- New Jersey Legislature Presses For Limits On Employer Access To Employee Social Media Accounts
- July 2, 2013
- Law Firm: Capehart & Scatchard, P.A. - Mount Laurel Office
When considering a person for possible hiring, employers no doubt want to acquire as much information as possible about the potential hiree. This desire to do comprehensive research on a candidate's background has led many employers to demand access to that person's private, password protected social media and other internet web pages as a condition for either employment consideration or for continuation of employment for existing employees. Citing privacy concerns, lawmakers in several states, including California and Illinois, have already passed legislation that prohibits such employer inquiries. In the near future, New Jersey could very well be the next state in line to implement such legal restrictions.
Over the past year, efforts have been underway in the New Jersey Legislature to prohibit employers from demanding information about private password protected social media and other web based sites as part of efforts to conduct due diligence on prospective hirees. In May, 2013, Governor Christie conditionally vetoed a bill that would have prohibited an employer from requiring a current or prospective employee to disclose his/her user names, passwords, and any other related information about personal social media accounts. While acknowledging the merits of the bill as an attempt to protect employees from overly invasive inquiries into their private information, the Governor thought the proposed law was overly broad and was especially flawed in allowing, inter alia, for possible civil lawsuits for the bill's violation.
Accepting the Governor's recommendation that the bill be revised, the New Jersey Assembly recently passed on May 21, 2013 a modified version of the previously vetoed legislation. In line with the Governor's suggestions, the new bill no longer authorizes civil lawsuits for its violation but instead empowers the New Jersey Department of Labor to punish employers for violation of the bill's restrictions. Such violations would carry civil penalties of up to $1,000.00 for the first offence and $2,500.00 for each subsequent violation. Substantively, the new Assembly bill is similar in scope to the predecessor vetoed bill. If passed, the revised bill will prohibit an employer from requiring a current or prospective employee to provide or disclose any user name, password, or other similar means for accessing a personal account or service through an electronics communication device. The bill would further prohibit an employer from requiring a prospective employee or applicant to waive or agree to limit any of the protections granted under the proposed law as a condition of applying for or receiving an offer of employment. Finally, the bill if passed would likewise protect any employee who reports its violation from possible wrongful retaliation.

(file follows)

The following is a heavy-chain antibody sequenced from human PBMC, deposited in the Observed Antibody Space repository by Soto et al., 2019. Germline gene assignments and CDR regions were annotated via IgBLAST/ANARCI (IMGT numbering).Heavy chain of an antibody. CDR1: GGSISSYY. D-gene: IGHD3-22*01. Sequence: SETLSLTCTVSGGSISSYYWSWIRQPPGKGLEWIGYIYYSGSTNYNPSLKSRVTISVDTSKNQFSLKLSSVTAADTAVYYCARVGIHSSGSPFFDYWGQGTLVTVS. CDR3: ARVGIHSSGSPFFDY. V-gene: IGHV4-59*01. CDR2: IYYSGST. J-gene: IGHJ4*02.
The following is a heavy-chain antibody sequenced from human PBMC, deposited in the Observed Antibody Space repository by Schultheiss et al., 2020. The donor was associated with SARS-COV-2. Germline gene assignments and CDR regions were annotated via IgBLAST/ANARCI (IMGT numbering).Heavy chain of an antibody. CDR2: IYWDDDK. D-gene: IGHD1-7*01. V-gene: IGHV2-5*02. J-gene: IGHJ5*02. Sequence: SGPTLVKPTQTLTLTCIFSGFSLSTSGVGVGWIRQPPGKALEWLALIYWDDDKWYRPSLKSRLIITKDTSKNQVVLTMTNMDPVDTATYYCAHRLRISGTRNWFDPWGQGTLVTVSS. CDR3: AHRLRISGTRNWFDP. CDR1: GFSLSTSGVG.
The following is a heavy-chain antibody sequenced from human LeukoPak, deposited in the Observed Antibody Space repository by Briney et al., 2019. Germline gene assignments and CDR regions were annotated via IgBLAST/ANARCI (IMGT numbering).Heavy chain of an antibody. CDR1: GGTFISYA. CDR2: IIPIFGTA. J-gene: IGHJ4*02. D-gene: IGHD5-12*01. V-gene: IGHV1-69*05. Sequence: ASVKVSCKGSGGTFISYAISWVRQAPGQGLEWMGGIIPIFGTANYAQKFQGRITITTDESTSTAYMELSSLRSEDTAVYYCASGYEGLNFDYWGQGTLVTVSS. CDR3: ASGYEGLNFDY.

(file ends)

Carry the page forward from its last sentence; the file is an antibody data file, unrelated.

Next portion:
Along with adopting the Governor's recommended change on how violations of the bill should be addressed, the Assembly bill similarly deletes also at the Governor's urging provisions of the former bill that would have barred employers from asking current or perspective employees whether they had personal accounts or profiles on social networking websites. Other changes likewise make it clear that employers may view, access, and utilize any information about an employee or prospective employee that can be obtained in the public domain, which in the Governor's view, was something that the predecessor bill would have wrongly precluded.
Before heading back to the Governor's desk for possible passage, the revised measure now heads to the New Jersey Senate for its consideration and review. In its modified form, the Assembly bill certainly stands a good chance of enactment given its adoption of the various suggested revisions purposed by the Governor in his conditional veto of the earlier proposed legislation. As always, we will continue to track the potential passage of this legislation, and keep you alerted on whether it passes and what it may mean for employers and their pre-employment background check policies and procedures.